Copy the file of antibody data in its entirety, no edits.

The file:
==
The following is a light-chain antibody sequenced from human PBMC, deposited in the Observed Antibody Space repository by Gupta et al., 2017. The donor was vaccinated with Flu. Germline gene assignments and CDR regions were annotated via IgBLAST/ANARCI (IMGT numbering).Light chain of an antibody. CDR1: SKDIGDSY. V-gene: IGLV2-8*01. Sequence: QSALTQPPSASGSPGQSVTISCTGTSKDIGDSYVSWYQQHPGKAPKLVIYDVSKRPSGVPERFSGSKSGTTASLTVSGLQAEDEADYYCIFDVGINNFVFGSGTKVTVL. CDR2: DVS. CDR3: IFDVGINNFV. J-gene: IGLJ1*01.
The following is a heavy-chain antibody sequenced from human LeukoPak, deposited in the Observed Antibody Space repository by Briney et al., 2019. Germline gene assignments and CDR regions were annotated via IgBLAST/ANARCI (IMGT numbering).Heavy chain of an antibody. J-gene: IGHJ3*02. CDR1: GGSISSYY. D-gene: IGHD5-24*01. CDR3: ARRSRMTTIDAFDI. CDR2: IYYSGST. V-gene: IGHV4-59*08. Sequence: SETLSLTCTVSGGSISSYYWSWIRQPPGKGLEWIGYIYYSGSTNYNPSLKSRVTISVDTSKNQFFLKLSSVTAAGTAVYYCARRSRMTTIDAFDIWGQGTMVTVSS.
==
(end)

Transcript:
The following is a light-chain antibody sequenced from human PBMC, deposited in the Observed Antibody Space repository by Gupta et al., 2017. The donor was vaccinated with Flu. Germline gene assignments and CDR regions were annotated via IgBLAST/ANARCI (IMGT numbering).Light chain of an antibody. CDR1: SKDIGDSY. V-gene: IGLV2-8*01. Sequence: QSALTQPPSASGSPGQSVTISCTGTSKDIGDSYVSWYQQHPGKAPKLVIYDVSKRPSGVPERFSGSKSGTTASLTVSGLQAEDEADYYCIFDVGINNFVFGSGTKVTVL. CDR2: DVS. CDR3: IFDVGINNFV. J-gene: IGLJ1*01.
The following is a heavy-chain antibody sequenced from human LeukoPak, deposited in the Observed Antibody Space repository by Briney et al., 2019. Germline gene assignments and CDR regions were annotated via IgBLAST/ANARCI (IMGT numbering).Heavy chain of an antibody. J-gene: IGHJ3*02. CDR1: GGSISSYY. D-gene: IGHD5-24*01. CDR3: ARRSRMTTIDAFDI. CDR2: IYYSGST. V-gene: IGHV4-59*08. Sequence: SETLSLTCTVSGGSISSYYWSWIRQPPGKGLEWIGYIYYSGSTNYNPSLKSRVTISVDTSKNQFFLKLSSVTAAGTAVYYCARRSRMTTIDAFDIWGQGTMVTVSS.